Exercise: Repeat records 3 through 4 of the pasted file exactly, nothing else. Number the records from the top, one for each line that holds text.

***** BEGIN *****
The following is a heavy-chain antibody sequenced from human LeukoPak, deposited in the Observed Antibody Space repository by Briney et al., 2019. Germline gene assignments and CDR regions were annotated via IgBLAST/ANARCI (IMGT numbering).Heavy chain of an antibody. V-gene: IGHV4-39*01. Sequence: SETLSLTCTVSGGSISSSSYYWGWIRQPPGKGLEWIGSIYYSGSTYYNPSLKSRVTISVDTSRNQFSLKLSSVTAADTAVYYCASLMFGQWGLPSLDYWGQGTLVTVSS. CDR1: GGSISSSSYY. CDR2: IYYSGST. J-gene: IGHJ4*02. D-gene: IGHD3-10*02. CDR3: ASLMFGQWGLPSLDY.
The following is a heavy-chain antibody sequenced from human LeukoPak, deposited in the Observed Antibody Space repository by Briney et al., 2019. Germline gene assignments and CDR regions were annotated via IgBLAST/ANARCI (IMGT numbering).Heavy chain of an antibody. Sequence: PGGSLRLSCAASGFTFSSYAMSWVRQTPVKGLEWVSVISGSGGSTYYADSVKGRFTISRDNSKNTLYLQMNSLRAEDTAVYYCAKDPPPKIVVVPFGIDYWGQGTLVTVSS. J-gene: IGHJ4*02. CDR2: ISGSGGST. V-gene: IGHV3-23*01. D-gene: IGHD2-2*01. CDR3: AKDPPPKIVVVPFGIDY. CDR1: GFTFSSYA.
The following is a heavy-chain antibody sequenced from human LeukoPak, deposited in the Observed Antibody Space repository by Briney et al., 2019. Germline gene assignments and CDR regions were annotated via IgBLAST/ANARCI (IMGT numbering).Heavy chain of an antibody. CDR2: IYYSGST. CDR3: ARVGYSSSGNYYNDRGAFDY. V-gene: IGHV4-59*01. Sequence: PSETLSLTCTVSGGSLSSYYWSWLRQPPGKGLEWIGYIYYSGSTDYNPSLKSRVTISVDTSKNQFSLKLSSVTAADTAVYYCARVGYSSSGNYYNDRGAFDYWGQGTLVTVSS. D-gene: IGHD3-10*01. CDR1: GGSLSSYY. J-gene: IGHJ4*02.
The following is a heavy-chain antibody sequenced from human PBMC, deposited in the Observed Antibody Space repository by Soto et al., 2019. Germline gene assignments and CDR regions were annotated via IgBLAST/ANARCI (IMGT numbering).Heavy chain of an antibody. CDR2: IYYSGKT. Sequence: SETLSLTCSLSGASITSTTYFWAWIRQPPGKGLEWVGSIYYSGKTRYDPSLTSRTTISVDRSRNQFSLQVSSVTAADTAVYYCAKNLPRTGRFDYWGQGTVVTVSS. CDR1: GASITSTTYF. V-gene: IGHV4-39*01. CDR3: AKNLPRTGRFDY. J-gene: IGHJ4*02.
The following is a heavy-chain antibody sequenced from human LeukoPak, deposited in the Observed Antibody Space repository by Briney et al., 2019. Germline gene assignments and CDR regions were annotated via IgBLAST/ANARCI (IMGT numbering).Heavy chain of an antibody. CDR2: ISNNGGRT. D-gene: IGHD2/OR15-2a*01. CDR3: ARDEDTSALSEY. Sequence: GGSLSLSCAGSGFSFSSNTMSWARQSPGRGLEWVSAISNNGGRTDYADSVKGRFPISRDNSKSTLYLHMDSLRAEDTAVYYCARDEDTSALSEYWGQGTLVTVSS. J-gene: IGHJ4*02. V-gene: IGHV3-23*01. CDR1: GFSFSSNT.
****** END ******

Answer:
The following is a heavy-chain antibody sequenced from human LeukoPak, deposited in the Observed Antibody Space repository by Briney et al., 2019. Germline gene assignments and CDR regions were annotated via IgBLAST/ANARCI (IMGT numbering).Heavy chain of an antibody. CDR2: IYYSGST. CDR3: ARVGYSSSGNYYNDRGAFDY. V-gene: IGHV4-59*01. Sequence: PSETLSLTCTVSGGSLSSYYWSWLRQPPGKGLEWIGYIYYSGSTDYNPSLKSRVTISVDTSKNQFSLKLSSVTAADTAVYYCARVGYSSSGNYYNDRGAFDYWGQGTLVTVSS. D-gene: IGHD3-10*01. CDR1: GGSLSSYY. J-gene: IGHJ4*02.
The following is a heavy-chain antibody sequenced from human PBMC, deposited in the Observed Antibody Space repository by Soto et al., 2019. Germline gene assignments and CDR regions were annotated via IgBLAST/ANARCI (IMGT numbering).Heavy chain of an antibody. CDR2: IYYSGKT. Sequence: SETLSLTCSLSGASITSTTYFWAWIRQPPGKGLEWVGSIYYSGKTRYDPSLTSRTTISVDRSRNQFSLQVSSVTAADTAVYYCAKNLPRTGRFDYWGQGTVVTVSS. CDR1: GASITSTTYF. V-gene: IGHV4-39*01. CDR3: AKNLPRTGRFDY. J-gene: IGHJ4*02.